Fifteen nations in the Asia-Pacific region have entered into the world’s largest free-trade agreement, which they hope will accelerate the recovery of their economies, ravaged by the coronavirus pandemic.
The Regional Comprehensive Economic Partnership, or RCEP, was signed on Sunday on the sidelines of the annual summit of the Association of Southeast Asian Nations (ASEAN), held via videoconference due to the pandemic.
The virtual summit was hosted by Vietnam which held the rotating chair position in the run-up to the event.
This marks the first time China enters a nonbilateral free trade agreement of this scale. Coming at a time when the U.S. is less enthusiastic about joining global trade deals and talks on a post-Brexit trade deal between the European Union and the U.K. stall, Asia looks to take the lead in shaping the new global trade architecture.
The newly signed free trade framework extends beyond trade to set common rules and standards for a range of economic activitiy.
“I am confident that RCEP will soon be ratified and come into force, further bolstering our post-pandemic economic recovery and delivering shared prosperity to the people and businesses of all participating countries,” Vietnamese Prime Minister Nguyen Xuan Phuc said after all countries signed.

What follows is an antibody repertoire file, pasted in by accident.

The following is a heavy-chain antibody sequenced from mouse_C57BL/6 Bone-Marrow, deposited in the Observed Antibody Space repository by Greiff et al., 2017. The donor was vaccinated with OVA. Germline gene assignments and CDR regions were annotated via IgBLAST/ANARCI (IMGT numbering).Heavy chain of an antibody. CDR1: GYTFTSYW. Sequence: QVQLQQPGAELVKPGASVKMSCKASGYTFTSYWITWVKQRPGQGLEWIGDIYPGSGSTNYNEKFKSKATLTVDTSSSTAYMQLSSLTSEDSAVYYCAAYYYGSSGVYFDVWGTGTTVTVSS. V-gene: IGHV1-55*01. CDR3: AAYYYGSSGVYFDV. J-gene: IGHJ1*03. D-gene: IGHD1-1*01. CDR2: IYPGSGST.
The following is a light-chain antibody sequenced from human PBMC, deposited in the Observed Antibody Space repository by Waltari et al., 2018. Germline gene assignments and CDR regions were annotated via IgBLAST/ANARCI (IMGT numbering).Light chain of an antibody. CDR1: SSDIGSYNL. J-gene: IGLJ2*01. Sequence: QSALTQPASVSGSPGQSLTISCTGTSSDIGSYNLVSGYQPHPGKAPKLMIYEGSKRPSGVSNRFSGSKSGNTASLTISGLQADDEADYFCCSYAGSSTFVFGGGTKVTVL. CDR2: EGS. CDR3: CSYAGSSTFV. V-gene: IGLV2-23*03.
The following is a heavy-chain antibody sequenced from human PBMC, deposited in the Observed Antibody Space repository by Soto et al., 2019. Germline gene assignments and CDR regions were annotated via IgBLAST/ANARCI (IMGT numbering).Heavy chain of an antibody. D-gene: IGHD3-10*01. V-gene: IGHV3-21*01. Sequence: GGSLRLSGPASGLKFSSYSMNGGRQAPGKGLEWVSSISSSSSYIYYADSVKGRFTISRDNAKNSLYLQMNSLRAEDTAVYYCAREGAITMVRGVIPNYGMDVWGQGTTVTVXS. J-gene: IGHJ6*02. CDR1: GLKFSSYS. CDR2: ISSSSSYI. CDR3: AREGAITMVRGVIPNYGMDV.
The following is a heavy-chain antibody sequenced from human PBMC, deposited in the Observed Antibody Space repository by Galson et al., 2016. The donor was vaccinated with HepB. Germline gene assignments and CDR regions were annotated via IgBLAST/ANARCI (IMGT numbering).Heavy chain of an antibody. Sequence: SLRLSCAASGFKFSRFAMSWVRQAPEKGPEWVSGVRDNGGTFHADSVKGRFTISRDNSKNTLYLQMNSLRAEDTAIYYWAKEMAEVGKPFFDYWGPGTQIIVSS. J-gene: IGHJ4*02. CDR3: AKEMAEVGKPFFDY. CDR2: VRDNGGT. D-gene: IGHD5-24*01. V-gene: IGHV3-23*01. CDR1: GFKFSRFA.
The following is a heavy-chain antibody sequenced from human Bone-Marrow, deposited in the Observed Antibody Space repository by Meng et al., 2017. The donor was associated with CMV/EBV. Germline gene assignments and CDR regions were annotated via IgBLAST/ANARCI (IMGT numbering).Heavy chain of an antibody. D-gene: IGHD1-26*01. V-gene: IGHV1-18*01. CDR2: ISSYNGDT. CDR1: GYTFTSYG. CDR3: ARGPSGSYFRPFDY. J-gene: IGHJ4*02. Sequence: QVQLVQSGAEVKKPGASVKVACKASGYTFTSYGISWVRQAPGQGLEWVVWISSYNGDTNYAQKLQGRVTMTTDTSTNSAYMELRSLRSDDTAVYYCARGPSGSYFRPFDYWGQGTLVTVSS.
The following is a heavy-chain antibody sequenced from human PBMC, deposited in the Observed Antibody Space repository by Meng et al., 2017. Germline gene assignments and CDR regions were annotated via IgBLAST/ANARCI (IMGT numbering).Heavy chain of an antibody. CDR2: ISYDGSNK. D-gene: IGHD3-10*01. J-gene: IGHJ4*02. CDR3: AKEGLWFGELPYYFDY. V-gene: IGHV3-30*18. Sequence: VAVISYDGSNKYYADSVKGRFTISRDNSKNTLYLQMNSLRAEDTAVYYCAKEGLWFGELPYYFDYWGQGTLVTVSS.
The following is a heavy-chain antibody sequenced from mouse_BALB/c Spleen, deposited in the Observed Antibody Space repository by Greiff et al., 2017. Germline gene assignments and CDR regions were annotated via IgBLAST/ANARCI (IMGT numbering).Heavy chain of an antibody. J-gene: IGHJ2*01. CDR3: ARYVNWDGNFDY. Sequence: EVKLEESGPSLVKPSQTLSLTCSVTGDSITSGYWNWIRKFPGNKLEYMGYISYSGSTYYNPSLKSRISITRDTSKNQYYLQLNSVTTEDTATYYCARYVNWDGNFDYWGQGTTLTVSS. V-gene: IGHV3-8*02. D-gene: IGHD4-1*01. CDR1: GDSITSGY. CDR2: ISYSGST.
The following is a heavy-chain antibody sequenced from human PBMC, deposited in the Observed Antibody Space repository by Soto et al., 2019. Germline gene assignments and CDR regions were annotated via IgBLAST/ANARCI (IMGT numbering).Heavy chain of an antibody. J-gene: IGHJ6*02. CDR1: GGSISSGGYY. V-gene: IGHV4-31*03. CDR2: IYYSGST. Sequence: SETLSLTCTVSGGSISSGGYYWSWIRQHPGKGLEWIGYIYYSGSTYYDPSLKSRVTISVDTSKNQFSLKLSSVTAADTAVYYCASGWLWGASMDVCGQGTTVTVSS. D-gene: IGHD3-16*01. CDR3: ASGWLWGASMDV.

RCEP was officially proposed in 2012, and the talks had dragged on since 2013. Progress was especially slow in the early years, but the discussions gained momentum after Donald Trump became the U.S. president in 2017. Amid a growing trend of protectionism, the participating governments became more motivated to promote free trade.
A notable absentee was India, which withdrew from the RCEP negotiations last year citing concerns over opening up its agricultural and manufacturing sectors to more foreign competition.
ASEAN leaders have said they still intend to expand trade with India and that the door remains open for New Delhi to rejoin the bloc.
The agreement, which the members described as “modern, comprehensive, high quality, and mutually beneficial,” includes 20 chapters of rules covering everything from trade in goods, investment and e-commerce to intellectual property and government procurement.
The deal will eliminate tariffs on a wider range of goods flowing between the participants, while ceilings on foreign shareholdings will rise in more service industries, such as professional services and telecommunications. The e-commerce chapter aims to enhance consumer protection and safeguard personal information, as well as promote acceptance of electronic signatures.